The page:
Randle Ayrton as Caesar in The Manxman
The British Film Institute recently started a campaign to Rescue the Hitchcock 9 that focused on restoring the films of his silent period, of which The Manxman offers a unique perspective.  Even more exciting is the prospect of tracing the arc of Hitch's craft from the lost reels of The White Shadow to this picture, so remember once again to give a click and donate!


Kathryn McGuire and Buster Keaton in Sherlock Jr. 
2.  Sherlock Jr. (1924) dir. Buster Keaton

How many films strike so perfectly a combined note of parody, surrealism, slaptsick, and meta-cinema, all topped off by a surprisingly profound statement on the power of the cinema to instruct, as well as its tendency to conceal?  Buster Keaton's Sherlock Jr. is perhaps my favorite film from this icon of silent comedy, particularly because of its unique combination of outrageous comedic physicality and its underlying nature as a meditation on the Cinema-as-dream-state.  The stunts in Sherlock Jr. are astounding, and remind us how risky, precise, and inventive a comedian Keaton was.  But, those aspects can be found in equal measure in many Keaton pictures, perhaps reaching their peak a couple of years later in his feature-length masterpiece, The General (1926).  What Sherlock Jr. manages is an exaggerated comedic tone, at times cartoonishly pitched, as in a billiards scene (from the film within the film...within the film?) involving poisoned drinks, decorative battle axes rigged to drop, and exploding pool balls, that is offset by a rather sweetly played tale of budding romance, and ultimately a somewhat dense exploration of the ontology of movies.  In the past, when I have screened Keaton and Chaplin for film students, a few may have played the "too-cool-to-laugh" game with The Tramp, but Keaton always manages to create a spontaneous reaction.  Like Chaplin, his expressive skills as an actor are often overlooked, and in this picture his ability to weave in a bit of an essay on the relationship between Man and the Movies plays like a precursor to Godard.  The final image of the puzzled countenance of Keaton's projectionist is profoundly subtle, and expansive in its implications.


Un Chien Andalou  
3.  Un Chien Andalou (1929) dir. Luis Bunuel and Salvador Dali

One of those films whose influence is always looming at ECSTATIC, Un Chien Andalou is still the most complete expression of the film-as-dream experience, but with much more radical and aggressive intentions than the likes of Buster Keaton (but, as in the shot above, still tremendously funny at times).  It's difficult to recommend Un Chien as a home viewing experience, because it's not a film one should approach casually, its notorious opening sequence still carrying the capacity to shock, but more importantly, prefacing a long history of visual liberation that has unfolded in its wake.  Still, it's a film that consistently surprises, and one of the first to overtly fracture any expected cinematic construction of chronology, a technique which translates today with surprising novelty.  The notoriously banned film is still unsettling in its more lewd moments, and presents itself at times as a wholly subversive exercise in bad taste, gleefully so.  I suggest that if you take a few Keaton bits, fold in the macabre voyeurism of Hitchcock, and combine them with the subversive tendencies of Surrealism, you might get something that looks like Bunuel and Dali's seminal experimental short.  Although available to Watch Instantly on Netflix (also here, along with a translated version of Bunuel and Dali's original shooting script) the ideal viewing experience for this one may still be the British Film Institute restoration, paired with the equally glorious and crazed follow-up by this dream duo, L'Age D'or (1930), which would be their only other film together.  But, to bring things full circle, if you are curious about other Dali contributions to film, check out his amazing collaboration with Hitchcock in the psychoanalysis thriller from 1945, Spellbound.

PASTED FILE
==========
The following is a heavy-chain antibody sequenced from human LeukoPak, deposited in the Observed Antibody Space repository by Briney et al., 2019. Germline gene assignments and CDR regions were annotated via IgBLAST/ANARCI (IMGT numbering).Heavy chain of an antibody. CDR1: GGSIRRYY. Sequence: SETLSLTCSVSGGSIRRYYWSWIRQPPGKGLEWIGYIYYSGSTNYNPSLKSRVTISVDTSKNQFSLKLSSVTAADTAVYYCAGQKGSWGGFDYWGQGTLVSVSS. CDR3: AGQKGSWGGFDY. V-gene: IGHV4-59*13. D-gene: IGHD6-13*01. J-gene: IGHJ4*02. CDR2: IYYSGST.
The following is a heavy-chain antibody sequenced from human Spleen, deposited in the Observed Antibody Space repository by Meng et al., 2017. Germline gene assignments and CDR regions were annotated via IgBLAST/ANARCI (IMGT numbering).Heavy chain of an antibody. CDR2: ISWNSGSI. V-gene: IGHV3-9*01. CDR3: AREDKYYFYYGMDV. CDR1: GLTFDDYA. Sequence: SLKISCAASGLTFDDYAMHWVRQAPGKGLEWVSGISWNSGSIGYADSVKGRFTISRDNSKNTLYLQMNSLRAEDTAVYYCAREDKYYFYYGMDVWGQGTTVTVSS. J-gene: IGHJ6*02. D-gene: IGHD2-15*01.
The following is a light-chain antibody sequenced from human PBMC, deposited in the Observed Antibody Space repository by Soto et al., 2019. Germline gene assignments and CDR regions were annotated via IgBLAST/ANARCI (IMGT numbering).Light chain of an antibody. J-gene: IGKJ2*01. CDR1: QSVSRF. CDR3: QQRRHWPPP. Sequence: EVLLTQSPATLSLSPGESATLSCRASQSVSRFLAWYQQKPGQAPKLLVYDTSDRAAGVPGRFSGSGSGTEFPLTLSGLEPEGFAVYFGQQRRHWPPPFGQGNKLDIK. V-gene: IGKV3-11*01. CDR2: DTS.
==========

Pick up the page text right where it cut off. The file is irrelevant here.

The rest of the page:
Hitchcock/Dali scene from Spellbound






2 comments:

Joe Thompson said...

Jason: The Instant 3 is a good idea. I haven't seen The Manxman yet, but every still I see looks wonderful. I'm sure I'll be thinking about Sherlock Jr and Un Chien Andalou when I see it. Thanks for sharing your thoughts.

Jason Hedrick said...

Very different movies across the board, for sure - considered together, I guess they're a pretty good example of how dynamic the cinematic possibilities were in the 20's. Glad you like the Instant 3!